What to do while I waited? There's always the usual - read books, watch movies or the basketball playoffs, do something real sweet for my wife (that's always been her favorite usage of my time). Nothing - I mean nothing kept my thoughts away from Faye, her feelings toward the manuscript, if she had read the new draft, if she hated it and decided never to email me again - the usual flurry of demented insecurities that would have ripped a lesser man apart. Though I still had my limbs intact, I was jittery, nervous, and couldn't sleep.
I discovered very quickly that the very best thing to do while waiting on something like this is to pretend you don't even have a shot of getting it. What would I do if Faye had never given such a positive review? I'd keep sending out queries and doing everything in my power to get the MS read! BEA (Book Expo America) was coming up in the next couple of weeks and I would be able to actually pitch my story to a fine smelling cornucopia of seasoned agents. After researching who would be there, I realized I had a very good opportunity in front of me.
I am very good when you put me in a room. Not solitary confinement, mind you (though I suspect I'd do just fine there as well, as I enjoy talking to myself immensely. You may see me walking down the street talking on the phone. I have no friends and am generally just speaking to myself) No, I'm talking about a room full of people that I have to entertain. For whatever reason, my energy picks up and I get going quickly and seem to get my enthusiasm across. This doesn't work on everybody (see the future post on BEA for further details there). But it sure does open a lot of doors for me.
My wife agreed this was a golden opportunity for me. I began working on my pitch immediately. Boy did it suck! Couldn't really figure out what I wanted to say about the story exactly. I knew I had only 3 minutes with each agent. That meant I had to get the pitch down to a minute or so, so I would have time for questions and advice afterward. 1 minute, only 60 seconds of sweaty, nervous energy to try and explain a 402 page manuscript without stumbling over my words!
I'd rewritten my query letter and went there to seek out what I might want to say in an actual pitch. After all, a query letter is really just a written pitch. You tell the agent or editor what the genre, title, and word count is - MG fantasy/adventure novel The Kringle Khronicles Volume 1: The Legend of Winterdale, completed at 89,000 words. That sure sounds like a great way to start a pitch! All right, I was thumping away now! Probably should give them a teaser about the story - who is the main character, why do I like him/her, what is the conflict? What is the action??? Most important - why is someone going to drop $15 and 4 hours of their time to read this thing? And why do I keep sniffing? The answer to that one was easy - they are, as I mentioned, a fine smelling cornucopia of agents!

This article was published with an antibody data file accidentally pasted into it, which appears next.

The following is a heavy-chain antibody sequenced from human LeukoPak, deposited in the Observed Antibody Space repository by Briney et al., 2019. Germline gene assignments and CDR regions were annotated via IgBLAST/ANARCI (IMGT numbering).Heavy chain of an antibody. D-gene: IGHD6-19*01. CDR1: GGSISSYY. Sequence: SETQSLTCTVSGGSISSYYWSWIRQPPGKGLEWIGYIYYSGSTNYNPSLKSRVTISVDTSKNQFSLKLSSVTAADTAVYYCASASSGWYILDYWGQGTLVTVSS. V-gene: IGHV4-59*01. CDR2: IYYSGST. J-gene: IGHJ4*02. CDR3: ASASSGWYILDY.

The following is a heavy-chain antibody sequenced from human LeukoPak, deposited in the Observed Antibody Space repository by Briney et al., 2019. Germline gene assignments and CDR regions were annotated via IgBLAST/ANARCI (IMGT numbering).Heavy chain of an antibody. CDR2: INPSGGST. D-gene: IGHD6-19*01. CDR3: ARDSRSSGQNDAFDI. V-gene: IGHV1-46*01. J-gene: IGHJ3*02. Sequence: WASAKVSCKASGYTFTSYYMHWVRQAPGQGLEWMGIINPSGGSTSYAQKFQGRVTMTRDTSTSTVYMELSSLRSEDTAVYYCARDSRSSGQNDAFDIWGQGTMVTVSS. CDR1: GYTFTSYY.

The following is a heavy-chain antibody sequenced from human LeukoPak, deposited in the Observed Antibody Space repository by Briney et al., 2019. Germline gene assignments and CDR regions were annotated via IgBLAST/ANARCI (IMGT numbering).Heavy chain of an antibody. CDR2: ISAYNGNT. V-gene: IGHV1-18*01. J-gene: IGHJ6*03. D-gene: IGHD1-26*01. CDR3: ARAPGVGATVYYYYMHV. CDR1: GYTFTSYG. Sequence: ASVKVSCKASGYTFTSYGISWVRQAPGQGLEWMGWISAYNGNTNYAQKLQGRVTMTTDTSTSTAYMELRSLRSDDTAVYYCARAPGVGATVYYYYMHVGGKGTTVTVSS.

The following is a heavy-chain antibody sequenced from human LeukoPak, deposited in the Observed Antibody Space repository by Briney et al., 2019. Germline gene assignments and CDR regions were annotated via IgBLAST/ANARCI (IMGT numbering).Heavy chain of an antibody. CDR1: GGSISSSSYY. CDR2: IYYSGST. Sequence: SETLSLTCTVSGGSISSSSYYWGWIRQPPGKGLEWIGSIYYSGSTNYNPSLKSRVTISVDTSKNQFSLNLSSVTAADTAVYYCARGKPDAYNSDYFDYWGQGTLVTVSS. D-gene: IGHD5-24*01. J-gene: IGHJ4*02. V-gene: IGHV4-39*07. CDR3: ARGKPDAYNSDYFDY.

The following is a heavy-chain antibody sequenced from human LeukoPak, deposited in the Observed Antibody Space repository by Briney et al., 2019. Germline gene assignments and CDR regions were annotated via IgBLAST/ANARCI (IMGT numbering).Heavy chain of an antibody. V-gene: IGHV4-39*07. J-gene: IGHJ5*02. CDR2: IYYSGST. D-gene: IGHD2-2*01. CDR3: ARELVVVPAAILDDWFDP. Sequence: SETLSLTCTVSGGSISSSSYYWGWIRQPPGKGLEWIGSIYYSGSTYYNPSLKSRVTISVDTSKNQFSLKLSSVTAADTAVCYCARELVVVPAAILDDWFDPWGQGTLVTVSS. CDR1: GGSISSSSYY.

My legs were working just fine. It was nearly a year since the accident, so I was more than ready to get my epic walking on and let the ideas flow. Lucky for me I live halfway between Central Park and the Hudson River,where they've really built up an incredible park with piers and lots of grass just under the West Side Highway, right along the water. I love water! Particularly when working on stories. Just the sound of it, gazing out across it. So I went down to the water and began building out my pitch.
It didn't take long, and soon I found myself rehearsing it - over and over and over, and then breaking to sunbathe, and over and over and over, and then breaking to get a red bull, and then over and over. It got repetitive, but you gotta know what you're going to say to an agent and you want it to come out naturally, like you're having a conversation with them. The only way to do that is to know the pitch inside and out so when the questions come up unexpectedly in the middle of your pitch, you're free to break off from the tale you're telling, and then get back to where you were without a lot of stuttering or uh, uh, uhs, or um, ums, or any of that ilk.
I finally had it. This was the pitch that would sell my story to all those super cool, fine smelling agents I would meet at BEA! I was a rockstar. I was incredibly prepared to take on all comers.
Within the first 2 minutes of the second panel of Pitch Slam Day, I knew I had to COMPLETELY rewrite my pitch!